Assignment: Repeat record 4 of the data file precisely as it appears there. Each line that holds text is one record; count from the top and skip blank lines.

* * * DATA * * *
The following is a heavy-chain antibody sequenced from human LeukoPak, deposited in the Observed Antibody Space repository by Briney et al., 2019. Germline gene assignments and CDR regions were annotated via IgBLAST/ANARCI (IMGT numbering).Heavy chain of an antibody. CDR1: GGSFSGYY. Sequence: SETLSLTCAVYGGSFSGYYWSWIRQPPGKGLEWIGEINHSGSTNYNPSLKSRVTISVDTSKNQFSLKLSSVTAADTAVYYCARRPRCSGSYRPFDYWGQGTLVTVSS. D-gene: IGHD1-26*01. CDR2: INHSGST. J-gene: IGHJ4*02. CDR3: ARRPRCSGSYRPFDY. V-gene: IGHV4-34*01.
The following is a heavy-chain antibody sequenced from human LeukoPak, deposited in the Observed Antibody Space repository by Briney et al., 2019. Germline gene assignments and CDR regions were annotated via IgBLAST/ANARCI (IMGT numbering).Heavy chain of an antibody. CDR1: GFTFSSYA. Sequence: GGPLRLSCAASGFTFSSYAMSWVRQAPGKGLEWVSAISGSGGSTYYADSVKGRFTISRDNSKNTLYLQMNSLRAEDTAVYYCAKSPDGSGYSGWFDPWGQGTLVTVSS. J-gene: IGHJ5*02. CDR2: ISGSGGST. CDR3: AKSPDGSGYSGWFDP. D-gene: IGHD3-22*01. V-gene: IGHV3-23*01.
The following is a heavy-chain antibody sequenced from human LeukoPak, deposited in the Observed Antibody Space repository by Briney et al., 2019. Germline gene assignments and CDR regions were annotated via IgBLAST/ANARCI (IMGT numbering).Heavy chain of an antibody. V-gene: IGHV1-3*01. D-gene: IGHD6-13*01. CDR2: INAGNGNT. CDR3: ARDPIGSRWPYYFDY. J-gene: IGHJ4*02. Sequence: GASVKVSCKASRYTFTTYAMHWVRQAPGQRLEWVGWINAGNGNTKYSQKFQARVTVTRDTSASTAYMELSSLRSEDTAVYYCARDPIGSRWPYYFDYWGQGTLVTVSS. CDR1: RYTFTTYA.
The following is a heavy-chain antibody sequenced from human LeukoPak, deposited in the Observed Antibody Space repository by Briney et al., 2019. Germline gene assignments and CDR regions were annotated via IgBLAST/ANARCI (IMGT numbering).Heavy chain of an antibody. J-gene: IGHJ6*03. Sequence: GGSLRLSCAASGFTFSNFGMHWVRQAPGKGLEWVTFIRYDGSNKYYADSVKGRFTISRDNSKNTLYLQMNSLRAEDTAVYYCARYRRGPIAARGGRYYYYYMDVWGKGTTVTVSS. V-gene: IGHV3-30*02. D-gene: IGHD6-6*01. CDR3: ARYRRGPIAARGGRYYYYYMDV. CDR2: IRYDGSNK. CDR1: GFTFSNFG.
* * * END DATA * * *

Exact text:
The following is a heavy-chain antibody sequenced from human LeukoPak, deposited in the Observed Antibody Space repository by Briney et al., 2019. Germline gene assignments and CDR regions were annotated via IgBLAST/ANARCI (IMGT numbering).Heavy chain of an antibody. J-gene: IGHJ6*03. Sequence: GGSLRLSCAASGFTFSNFGMHWVRQAPGKGLEWVTFIRYDGSNKYYADSVKGRFTISRDNSKNTLYLQMNSLRAEDTAVYYCARYRRGPIAARGGRYYYYYMDVWGKGTTVTVSS. V-gene: IGHV3-30*02. D-gene: IGHD6-6*01. CDR3: ARYRRGPIAARGGRYYYYYMDV. CDR2: IRYDGSNK. CDR1: GFTFSNFG.